CS: When people see us live it’s harder to call it weird because we look normal. But it does wig people out sometimes when we’ll do a really old-style song that’s totally dissonant and arrythmic and has lots of yipping and shaking sounds.  I guess we’re lucky so far that the audience who sees and hears us is usually one that’s open to this, or knows something about it. But we want to branch out. We’re waiting for the first gig we do where the audience just doesn’t get it – and seeing how we deal with that.  

LC: Where do you want to go with this? It seems to me that you have an extremely high ceiling. I mean, you could dump the dajyobs and support yourself by touring cultural centers across the country. Maybe around the world. Especially since le Mystere des Voix Bulgares don’t tour much anymore…

CS: We talk about doing a college road show, leading workshops and doing concerts.  It would be lucrative…but it might not be the most interesting thing for us to do musically. I guess touring never is. We’re talking a lot now about what to do next – thinking a lot about collaborating with other sounds, traditions, styles, to see what happens.

LC: Besides Balkan music, what else are you four listening to these days? I know for example, Willa, you’re also into gamelan music from Bali, being a member of Gamelan Dharma Swara, New York’s very own gamelan. How about the rest of you? 

CS: The other day in practice, Joy exclaimed how much she’s been loving listening to Moroccan desert blues. Then Willa concurred – and she’s into Mauritanian desert blues as well. So apparently half the group’s obsessed with desert blues.

LC: So am I! I just saw Tinariwen at le Poisson Rouge, they were great!

CS: Sarah tends to listen to a lot of beat driven heavy rock with blankets of vocal harmonies and likes listening to Philip Glass when editing photos. Willa’s been discovering more rock bands that have interesting harmonies, like Panda Bear and Dirty Projectors – she always wondered why there weren’t more bands that had dense and complex vocal harmonies, and recently there seem to be more emerging.  I am obsessively listening to this cd of Greek festival processions where men wear enormous sheep bells. You gotta hear it!

LC: You’ll probably laugh when you hear this, but has anybody suggested, “Hey you should try out for American Idol?” You’ve got the chops, there’s no doubt about it…

CS: Um, that would probably be the gig where the audience doesn’t get it. Actually we HAVE thought of this and it has been mentioned before. NOT kidding. It would be pretty wild and maybe stir things up.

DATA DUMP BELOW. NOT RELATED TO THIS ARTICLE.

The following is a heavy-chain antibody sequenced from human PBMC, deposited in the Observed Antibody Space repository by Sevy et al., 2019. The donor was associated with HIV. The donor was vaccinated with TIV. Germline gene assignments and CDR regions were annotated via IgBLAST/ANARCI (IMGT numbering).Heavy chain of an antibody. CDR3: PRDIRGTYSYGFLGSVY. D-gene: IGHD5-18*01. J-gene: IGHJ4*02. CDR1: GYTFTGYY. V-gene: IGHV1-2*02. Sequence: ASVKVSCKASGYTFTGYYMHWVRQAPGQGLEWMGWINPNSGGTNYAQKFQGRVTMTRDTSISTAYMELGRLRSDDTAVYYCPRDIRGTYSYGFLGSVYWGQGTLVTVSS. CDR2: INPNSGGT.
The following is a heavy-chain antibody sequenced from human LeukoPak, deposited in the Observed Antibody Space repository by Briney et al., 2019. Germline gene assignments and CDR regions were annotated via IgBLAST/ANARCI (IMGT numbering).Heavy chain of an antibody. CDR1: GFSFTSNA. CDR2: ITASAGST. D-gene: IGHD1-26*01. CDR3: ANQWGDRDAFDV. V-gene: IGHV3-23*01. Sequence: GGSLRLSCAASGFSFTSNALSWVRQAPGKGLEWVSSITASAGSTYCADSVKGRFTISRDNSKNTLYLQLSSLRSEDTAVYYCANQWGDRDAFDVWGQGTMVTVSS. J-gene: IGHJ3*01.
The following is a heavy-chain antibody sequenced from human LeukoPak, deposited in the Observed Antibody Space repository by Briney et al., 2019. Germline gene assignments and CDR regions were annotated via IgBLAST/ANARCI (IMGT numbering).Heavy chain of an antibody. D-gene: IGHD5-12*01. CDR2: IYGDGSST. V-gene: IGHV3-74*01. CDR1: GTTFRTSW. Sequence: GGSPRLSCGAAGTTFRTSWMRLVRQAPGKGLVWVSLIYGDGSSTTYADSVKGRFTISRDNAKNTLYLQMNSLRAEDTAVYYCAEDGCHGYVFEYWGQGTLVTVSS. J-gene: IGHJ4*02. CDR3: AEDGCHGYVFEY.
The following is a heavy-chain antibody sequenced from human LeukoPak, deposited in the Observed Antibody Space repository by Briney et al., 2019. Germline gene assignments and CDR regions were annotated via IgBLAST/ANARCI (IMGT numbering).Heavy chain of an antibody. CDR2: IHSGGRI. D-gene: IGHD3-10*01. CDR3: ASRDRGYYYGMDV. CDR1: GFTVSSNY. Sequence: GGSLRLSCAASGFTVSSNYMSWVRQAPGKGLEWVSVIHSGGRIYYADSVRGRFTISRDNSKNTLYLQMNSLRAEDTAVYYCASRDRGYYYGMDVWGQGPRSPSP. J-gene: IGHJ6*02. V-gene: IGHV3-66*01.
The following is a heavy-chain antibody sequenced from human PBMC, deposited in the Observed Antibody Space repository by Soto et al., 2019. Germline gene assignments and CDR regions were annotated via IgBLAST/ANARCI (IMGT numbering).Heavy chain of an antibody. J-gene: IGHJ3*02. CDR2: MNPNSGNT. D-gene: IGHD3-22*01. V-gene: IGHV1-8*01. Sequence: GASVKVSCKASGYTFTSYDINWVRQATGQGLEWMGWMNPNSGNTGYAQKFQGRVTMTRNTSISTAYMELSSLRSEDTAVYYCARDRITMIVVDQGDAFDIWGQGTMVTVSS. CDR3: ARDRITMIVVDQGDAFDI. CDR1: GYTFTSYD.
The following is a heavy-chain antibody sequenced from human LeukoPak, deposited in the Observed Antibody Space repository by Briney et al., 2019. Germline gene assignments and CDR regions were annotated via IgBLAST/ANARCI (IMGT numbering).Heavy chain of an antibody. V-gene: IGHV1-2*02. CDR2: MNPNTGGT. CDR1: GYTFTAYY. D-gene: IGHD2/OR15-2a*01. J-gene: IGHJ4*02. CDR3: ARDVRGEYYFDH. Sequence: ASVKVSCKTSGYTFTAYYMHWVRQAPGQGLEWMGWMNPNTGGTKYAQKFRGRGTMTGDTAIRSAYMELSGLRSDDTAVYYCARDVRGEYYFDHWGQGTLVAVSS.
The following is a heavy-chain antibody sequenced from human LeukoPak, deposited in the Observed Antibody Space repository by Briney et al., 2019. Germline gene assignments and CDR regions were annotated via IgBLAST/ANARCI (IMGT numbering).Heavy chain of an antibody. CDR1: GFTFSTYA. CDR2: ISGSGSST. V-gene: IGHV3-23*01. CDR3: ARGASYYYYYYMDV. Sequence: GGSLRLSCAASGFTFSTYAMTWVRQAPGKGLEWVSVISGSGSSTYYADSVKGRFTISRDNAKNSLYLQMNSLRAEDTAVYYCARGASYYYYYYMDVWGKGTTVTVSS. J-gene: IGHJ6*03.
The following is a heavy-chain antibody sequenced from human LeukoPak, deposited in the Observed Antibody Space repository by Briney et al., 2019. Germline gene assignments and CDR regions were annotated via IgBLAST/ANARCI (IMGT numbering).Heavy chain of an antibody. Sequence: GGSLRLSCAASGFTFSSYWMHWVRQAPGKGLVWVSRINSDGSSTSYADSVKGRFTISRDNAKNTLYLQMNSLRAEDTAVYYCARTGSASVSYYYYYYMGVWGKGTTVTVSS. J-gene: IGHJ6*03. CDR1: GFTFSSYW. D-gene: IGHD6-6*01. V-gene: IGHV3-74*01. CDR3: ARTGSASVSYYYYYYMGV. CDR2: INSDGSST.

LC: You’re all fully capable of fronting pretty much any band you might want to sing for. Any interest in doing that – obviously while keeping Black Sea Hotel together of course!

CS: We are working on ways to take what we do best – sing close strange harmonies in weird rhythms — and do it in other genres, outside the confines of Balkan music. It would be a dream come true to be involved in something with a group like the Kronos Quartet, or collaborate with a composer like Tod Machover, or work with a rock band. 

LC: Here’s a conundrum that I hear all the time from all the promoters and publicists trying to get their world music acts some press. How do you cross over, out of a niche market? “If we could only find a way to get all the Lucinda Williams fans to listen to Angelique Kidjo,” etc. etc. Do you have any thoughts about building a following with what you do, considering how radically different it is from American music, especially the pop music coming out of the corporations these days?

CS: We struggle with this like many of our compatriots in that awfully named “world music” genre.  We get told that we could get booked more if we were more accessible. One of the challenges is the lyrics, and we’re actually working on a piece now that will combine English and Macedonian. But we’re not really sure what ‘more accessible’ really means – and how much we would have to change to get there. You could say if we sang in English we’d be more accessible, but I’m not sure that’s really honest either. Maybe more, but not a whole lot more.  

LC: Have you ever wondered what might happen if girls were exposed to what you do early in life? What I mean is obviously what you’ve achieved is a result of talent and brains rather than simply looking good. Would you consider yourselves role models in that sense? 

CS: Yow! Never thought about it that way. The music industry production mill for girl singers sucks, but at this point it’s just about as bad for boys too.  

LC: Since you started doing this, have Bulgarian guys started hitting on you?

CS: Not particularly. We have yet to meet the enormous émigré Bulgarian guy population that is into Bulgarian roots music.

Black Sea Hotel play the cd release for their debut album on a great bill starting at 9 PM at Union Pool on Thurs, June 4 with Sxip Shirey opening, then BSH, then Veveritse and Stumblebum Brass Band.

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May 30, 2009 Posted by | Live Events, Music, music, concert, New York City | , , , , , , , , , , , , , , , , , , , , , , , , , , , , , , , , , , , , , , , , , , , , , | 1 Comment